Editorial: Follow the Money to City Hall

By Austin Beutner and David Fleming

A mysterious developer bundles large sums of money from suspicious donors and contributes it to the campaigns of the mayor and several City Council members who then approve, over the unanimous objections of the City Planning Commission, City Hall staff and much of the surrounding community, a controversial real estate project called Sea Breeze. Tammany Hall circa 1870? A remake of Chinatown? How about Los Angeles City Hall in 2017?

Allegations of wrongdoing that surround the Sea Breeze project are serious enough to spark an investigation by the Los Angeles County district attorney.

While many of the allegations involve potential violations of campaign finance laws, what about the elephant in the corner of the room? How did Los Angeles become a place where monied developers can build whatever they want without regard to existing laws or the wishes of the community?

The math on Sea Breeze is simple. The developer’s land in L.A.’s Harbor Gateway neighborhood was worth about $17 million zoned for industrial use. He donated $600,000, got his land rezoned for residential use and, like magic, the next day it was worth $42 million. Most people have to drive to Morongo to try and turn $600,000 into a $25-million profit overnight.

Los Angeles’ outdated zoning rules and poor planning processes are at the root of this issue. State law requires cities to maintain general plans, which must be updated every five years. The Los Angeles General Plan includes 35 separate community plans that establish legal land-use parameters for the city’s neighborhoods, plus one each for the Port of Los Angeles and Los Angeles International Airport.

Unfortunately, most of these community plans have not been updated in 20 years or more. Despite City Hall’s rhetoric about zoning reform and a vision for the future, the plans remain hopelessly out of date.

What happens when Los Angeles tries to move forward with outdated plans? Requests for “updates”—zoning and planning variances—land in the hands of the 15 City Council members. They more or less have the authority to ignore the old rules and decide what projects will be built in their districts, subject to sign-off by the mayor. No project of any consequence can move forward without these approvals.

This “spot-zoning” system gives those who can afford to fill campaign coffers outsized influence over the size, shape and location of new developments in the city, with average Angelenos left out of the backroom cycle of monied interests and City Hall politicians. Is it any wonder developers are the biggest donors to City Hall?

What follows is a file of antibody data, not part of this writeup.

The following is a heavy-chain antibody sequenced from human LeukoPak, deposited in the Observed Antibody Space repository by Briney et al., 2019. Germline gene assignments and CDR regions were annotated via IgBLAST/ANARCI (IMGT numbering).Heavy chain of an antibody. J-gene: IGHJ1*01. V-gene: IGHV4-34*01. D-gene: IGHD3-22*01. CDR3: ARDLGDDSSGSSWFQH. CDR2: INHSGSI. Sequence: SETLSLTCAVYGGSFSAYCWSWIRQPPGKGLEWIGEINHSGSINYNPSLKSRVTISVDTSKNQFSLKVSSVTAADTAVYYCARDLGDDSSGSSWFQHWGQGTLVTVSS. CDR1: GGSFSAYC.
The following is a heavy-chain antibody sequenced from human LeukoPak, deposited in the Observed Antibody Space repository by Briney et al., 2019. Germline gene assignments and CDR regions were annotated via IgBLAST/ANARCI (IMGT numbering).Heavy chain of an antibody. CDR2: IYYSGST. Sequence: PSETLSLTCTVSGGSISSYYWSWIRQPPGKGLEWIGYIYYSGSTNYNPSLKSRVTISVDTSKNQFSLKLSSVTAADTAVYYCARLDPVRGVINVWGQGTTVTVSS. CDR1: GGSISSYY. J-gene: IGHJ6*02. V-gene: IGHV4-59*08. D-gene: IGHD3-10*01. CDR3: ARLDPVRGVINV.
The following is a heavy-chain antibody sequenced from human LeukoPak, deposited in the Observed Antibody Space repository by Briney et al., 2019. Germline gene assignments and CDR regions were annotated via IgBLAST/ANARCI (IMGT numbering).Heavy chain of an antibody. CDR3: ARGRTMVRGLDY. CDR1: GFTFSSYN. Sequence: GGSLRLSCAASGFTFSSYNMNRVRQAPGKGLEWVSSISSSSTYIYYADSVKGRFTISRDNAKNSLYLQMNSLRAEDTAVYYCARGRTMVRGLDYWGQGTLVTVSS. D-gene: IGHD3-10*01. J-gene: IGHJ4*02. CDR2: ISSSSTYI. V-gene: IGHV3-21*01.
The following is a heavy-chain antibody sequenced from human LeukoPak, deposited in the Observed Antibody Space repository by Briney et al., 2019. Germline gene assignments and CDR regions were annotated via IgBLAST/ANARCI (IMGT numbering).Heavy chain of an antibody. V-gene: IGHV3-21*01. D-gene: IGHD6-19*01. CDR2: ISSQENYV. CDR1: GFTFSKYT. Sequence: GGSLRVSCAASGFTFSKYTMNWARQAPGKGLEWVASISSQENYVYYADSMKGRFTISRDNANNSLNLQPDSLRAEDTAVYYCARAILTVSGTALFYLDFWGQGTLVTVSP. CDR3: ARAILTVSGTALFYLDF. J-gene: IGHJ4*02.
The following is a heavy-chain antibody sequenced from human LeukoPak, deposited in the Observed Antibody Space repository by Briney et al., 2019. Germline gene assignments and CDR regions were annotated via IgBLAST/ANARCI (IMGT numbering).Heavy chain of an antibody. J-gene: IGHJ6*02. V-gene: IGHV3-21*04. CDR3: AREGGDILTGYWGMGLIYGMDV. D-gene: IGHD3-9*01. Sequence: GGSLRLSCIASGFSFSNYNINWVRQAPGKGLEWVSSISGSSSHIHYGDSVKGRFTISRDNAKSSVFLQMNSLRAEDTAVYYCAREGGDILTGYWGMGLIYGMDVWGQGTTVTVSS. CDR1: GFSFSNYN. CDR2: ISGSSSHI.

Why is the city gifting $25 million to the Sea Breeze developer and getting back nothing, save for the $600,000 in campaign contributions to a few politicians?

The city and county are raising sales tax rates for funds to address the issues of homelessness and transportation infrastructure in our community. Both issues need to be solved, and it will cost money. But why is so much of the burden falling on the working poor? Won’t property owners benefit from better transportation infrastructure to serve their buildings, and a community with fewer homeless people? Developers already have the benefit of the bargain in Los Angeles, as real estate here is taxed at rates significantly less than comparable property in New York.

Is what happened at Sea Breeze unlawful? That’s for the DA to decide. By any moral standard, it is wrong and it’s a terrible waste of economic opportunity for the city. Let’s assume the project should have been approved on its merits and had the support of the community.

We know the developer would have paid the city at least $600,000 to get Sea Breeze approved, the same as what he gave to the politicians. But he still walked away with $24.4 million in profit, all due to the stroke of a pen in City Hall. Seems pretty obvious the city could get a better deal.

The solution to this:

• Update the city’s community plans. The city should embark on a serious effort to make sure its plans reflect the needs of a city of the future and the input of the community. This will greatly reduce the casino atmosphere in City Hall.

• Restrict the ability of developers to buy favors from City Hall. Several years ago, the Securities and Exchange Commission imposed strict limits on how Wall Street firms and their employees, family members and agents could contribute to city and state politics. L.A. should adopt the same rules and apply them to developers.

• Get a better deal from developers. The city should implement a program to capture for public coffers some portion of the value from the “up-zoning” on large, new projects. This will provide funds to address high-priority needs like homelessness and transportation infrastructure.

The Sea Breeze project and others like it should be a wake-up call. We deserve a transparent and equitable way for land-use decisions to be made in our community. And we deserve to see the benefits reinvested in city services and public infrastructure, not just the pockets of developers and their elected friends.

(Editor’s note: This article first appeared in the Jan. 22 L.A. Daily News and is reprinted here with Beutner’s permission. Fleming and Beutner (who lives in Pacific Palisades), were members of the L.A. 2020 Commission, which published a report in 2013 highlighting, among other issues, the need for development reform.)

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